Home Asides Queens BP candidates sound off on QueensWay

Queens BP candidates sound off on QueensWay

by Benjamin Kabak

In this seemingly never-ending run-up to the September primaries, candidates for various city offices have been gathering on a near-daily basis for forums, debates and all sorts of public appearances. Yesterday, the Queens borough president hopefuls convened for a Town Hall in Flushing, and the topic of the QueensWay/Rockaway Beach Branch line came up. As Lisa Colangelo of the Daily News reports, only a long-shot candidate voice support for the park.

According to Colangelo, Everly Brown told the audience that he supports the greenspace because “it’s important to create parks.” The two leading candidates — Peter Vallone, Jr., whose dad helped kill a subway to La Guardia, and Melinda Katz — hedged. Vallone said that rail is his “first priority” due to the lack of transit options in the Rockaways and southern parts of Queens while Katz declined to take a position one way or another until the feasibility study is released. (The GOP candidate, running unopposed, echoed Katz’s views.)

Ultimately, in the debate over the future of the Rockaway Beach Branch right of the way and the QueensWay, the borough president has some say. Because of the role the BP’s offices play in the city’s land use review policy, the next Queens borough president can influence the push to either reactivate rail or turn the ROW into a park. That Vallone supports rail is comforting for reactivation proponents as he is the slight frontrunner, but these are just chess pieces moving into place.

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10 comments

JMB August 27, 2013 - 6:44 pm

Good job Vallone 🙂 Maybe this can be the first step you can begin do to erase the mistake of your father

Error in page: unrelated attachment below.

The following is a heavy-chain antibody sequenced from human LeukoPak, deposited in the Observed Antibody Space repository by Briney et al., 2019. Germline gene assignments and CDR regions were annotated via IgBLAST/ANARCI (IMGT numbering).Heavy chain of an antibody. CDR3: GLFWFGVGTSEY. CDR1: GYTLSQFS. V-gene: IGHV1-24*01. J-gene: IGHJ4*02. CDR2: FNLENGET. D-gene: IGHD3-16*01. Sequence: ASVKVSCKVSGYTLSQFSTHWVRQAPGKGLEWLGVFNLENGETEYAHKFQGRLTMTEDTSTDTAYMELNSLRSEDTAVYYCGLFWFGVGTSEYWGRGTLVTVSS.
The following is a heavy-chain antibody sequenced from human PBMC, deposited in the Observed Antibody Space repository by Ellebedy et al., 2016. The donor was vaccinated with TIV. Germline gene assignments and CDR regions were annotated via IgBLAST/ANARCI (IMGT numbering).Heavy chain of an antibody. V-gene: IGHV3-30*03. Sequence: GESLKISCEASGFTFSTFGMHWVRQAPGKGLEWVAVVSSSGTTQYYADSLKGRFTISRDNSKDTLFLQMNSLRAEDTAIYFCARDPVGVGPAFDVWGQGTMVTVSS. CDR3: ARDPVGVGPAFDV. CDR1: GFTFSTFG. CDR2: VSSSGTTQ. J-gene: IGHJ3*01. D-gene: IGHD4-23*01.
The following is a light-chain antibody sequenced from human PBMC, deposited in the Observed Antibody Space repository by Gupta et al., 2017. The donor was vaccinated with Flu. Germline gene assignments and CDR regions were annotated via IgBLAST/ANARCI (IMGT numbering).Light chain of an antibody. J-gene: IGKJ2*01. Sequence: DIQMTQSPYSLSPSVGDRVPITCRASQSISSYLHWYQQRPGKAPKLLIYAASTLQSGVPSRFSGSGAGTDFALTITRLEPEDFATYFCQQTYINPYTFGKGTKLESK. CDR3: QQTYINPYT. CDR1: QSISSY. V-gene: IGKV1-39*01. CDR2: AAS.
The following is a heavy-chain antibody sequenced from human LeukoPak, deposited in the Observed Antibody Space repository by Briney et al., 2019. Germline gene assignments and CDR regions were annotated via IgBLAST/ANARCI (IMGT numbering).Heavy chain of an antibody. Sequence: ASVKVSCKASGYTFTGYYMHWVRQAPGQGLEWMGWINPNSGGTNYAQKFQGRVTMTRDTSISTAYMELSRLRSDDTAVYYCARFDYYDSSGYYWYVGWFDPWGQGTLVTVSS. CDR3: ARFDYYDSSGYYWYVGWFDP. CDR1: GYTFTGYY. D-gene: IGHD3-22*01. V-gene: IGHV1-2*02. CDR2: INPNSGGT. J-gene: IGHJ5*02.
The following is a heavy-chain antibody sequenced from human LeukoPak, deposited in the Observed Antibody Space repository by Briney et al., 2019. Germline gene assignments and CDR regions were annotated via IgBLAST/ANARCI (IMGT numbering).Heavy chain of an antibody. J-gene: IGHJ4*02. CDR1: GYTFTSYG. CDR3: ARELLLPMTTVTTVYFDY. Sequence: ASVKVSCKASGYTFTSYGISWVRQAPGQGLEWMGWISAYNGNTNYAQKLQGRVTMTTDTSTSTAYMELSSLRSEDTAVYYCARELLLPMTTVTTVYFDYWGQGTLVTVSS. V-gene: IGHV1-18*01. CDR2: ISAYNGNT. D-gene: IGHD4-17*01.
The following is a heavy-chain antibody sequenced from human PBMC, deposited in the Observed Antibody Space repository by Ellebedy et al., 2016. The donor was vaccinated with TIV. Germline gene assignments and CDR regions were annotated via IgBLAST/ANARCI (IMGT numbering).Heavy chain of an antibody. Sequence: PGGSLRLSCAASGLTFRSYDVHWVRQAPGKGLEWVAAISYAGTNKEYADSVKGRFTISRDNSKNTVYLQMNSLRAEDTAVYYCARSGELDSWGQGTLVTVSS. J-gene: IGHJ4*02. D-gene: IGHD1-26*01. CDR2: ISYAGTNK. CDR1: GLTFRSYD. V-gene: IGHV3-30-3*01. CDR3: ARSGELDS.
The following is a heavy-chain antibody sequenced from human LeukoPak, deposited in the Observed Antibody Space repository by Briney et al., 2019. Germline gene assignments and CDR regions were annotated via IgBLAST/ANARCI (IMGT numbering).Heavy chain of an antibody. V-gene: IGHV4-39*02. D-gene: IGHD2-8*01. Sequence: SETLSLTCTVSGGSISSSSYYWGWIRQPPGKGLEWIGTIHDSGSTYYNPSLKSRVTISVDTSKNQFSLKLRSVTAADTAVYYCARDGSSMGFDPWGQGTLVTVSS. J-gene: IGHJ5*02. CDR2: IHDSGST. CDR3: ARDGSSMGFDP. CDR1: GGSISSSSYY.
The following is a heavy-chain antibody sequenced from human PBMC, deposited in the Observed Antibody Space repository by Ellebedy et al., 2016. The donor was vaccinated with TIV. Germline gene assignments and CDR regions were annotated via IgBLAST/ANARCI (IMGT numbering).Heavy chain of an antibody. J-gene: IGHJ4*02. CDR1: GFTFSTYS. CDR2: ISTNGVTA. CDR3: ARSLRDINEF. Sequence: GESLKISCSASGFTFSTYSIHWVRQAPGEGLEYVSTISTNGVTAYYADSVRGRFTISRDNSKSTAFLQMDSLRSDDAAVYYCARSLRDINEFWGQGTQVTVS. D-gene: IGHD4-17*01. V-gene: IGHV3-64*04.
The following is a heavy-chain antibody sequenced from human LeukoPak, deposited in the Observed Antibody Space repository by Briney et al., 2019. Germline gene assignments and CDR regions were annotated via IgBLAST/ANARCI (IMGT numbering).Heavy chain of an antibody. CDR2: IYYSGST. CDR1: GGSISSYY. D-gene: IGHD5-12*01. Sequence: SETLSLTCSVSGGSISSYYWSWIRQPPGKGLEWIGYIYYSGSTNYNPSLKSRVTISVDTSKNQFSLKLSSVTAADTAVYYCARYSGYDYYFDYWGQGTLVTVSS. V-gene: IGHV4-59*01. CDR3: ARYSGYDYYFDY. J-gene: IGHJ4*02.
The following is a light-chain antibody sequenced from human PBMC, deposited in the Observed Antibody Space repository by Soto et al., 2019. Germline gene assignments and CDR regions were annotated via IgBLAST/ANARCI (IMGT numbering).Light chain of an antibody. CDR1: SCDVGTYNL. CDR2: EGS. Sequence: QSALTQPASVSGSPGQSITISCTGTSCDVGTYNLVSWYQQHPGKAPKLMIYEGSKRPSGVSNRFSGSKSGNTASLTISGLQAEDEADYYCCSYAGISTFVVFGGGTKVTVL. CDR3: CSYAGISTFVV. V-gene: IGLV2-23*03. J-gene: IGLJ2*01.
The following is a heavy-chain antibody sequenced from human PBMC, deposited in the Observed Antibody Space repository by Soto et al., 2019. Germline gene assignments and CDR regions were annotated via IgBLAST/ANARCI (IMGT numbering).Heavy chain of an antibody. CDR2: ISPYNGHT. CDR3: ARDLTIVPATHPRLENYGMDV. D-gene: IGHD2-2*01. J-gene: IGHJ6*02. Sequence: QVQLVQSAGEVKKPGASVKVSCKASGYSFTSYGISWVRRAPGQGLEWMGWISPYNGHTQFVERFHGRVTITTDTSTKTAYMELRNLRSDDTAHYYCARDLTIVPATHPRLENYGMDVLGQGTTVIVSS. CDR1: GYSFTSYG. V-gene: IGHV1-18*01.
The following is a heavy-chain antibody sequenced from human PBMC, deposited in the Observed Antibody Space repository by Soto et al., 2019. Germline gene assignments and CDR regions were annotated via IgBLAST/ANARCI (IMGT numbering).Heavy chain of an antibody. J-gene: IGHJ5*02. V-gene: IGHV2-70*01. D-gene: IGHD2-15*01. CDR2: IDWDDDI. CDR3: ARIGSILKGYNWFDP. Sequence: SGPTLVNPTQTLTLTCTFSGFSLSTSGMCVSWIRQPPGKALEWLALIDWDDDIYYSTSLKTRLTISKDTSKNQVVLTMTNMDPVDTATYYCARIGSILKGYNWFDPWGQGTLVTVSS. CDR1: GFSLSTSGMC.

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aestrivex August 27, 2013 - 8:19 pm

Declining to say anything except “I’d really like to run that feasibility study, here’s some money to do that,” seems like an eminently reasonable position.

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Bolwerk August 27, 2013 - 10:59 pm

How can you run for BP and know your own borough so badly as to not even have an opinion? It’d be one thing if the opinion is, “well, I’m inclined to prefer x, but a feasibility is necessary to to prove the financial viability.”

But claiming to no opinion at all? That means you’re either stupid/pig ignorant beyond belief or lying to try to avoid offending anyone.

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John Paul N. August 28, 2013 - 4:16 am

From this, it sounds as if she’s conflicted about both options.

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alen August 28, 2013 - 9:29 am

if he says he is for activating it then there is a good chance he will lose because a lot of the people that live close to it will turn out to vote against him. otherwise no one cares about the BP office

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Bolwerk August 28, 2013 - 11:33 am

And if he’s for it on the grounds that it improves commutes, there’s a smaller chance a lot of Queens residents will slap their foreheads and say, “Hurr, wow, it never occurred to me that trains improve commutes!” Amirite?

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alen August 28, 2013 - 11:55 am

what is the turnout ratio for a BP candidate? a dedicated turnout by angry homeowners can tip the balance into defeat.

most of the people who think this is a good idea may not even turn out to vote

BruceNY August 28, 2013 - 1:02 pm

Since this year we are also electing a mayor, I would guess the turnout would be fairly high.

alen August 28, 2013 - 1:58 pm

higher than the 1.1 million who voted in 2009? out of what, 5 million eligible voters?

Bolwerk August 28, 2013 - 2:38 pm

Fair enough, but actually offering something positive to a lot of people can turn out even more people. Maybe it’s not quite as easy, but the payoff is probably better.

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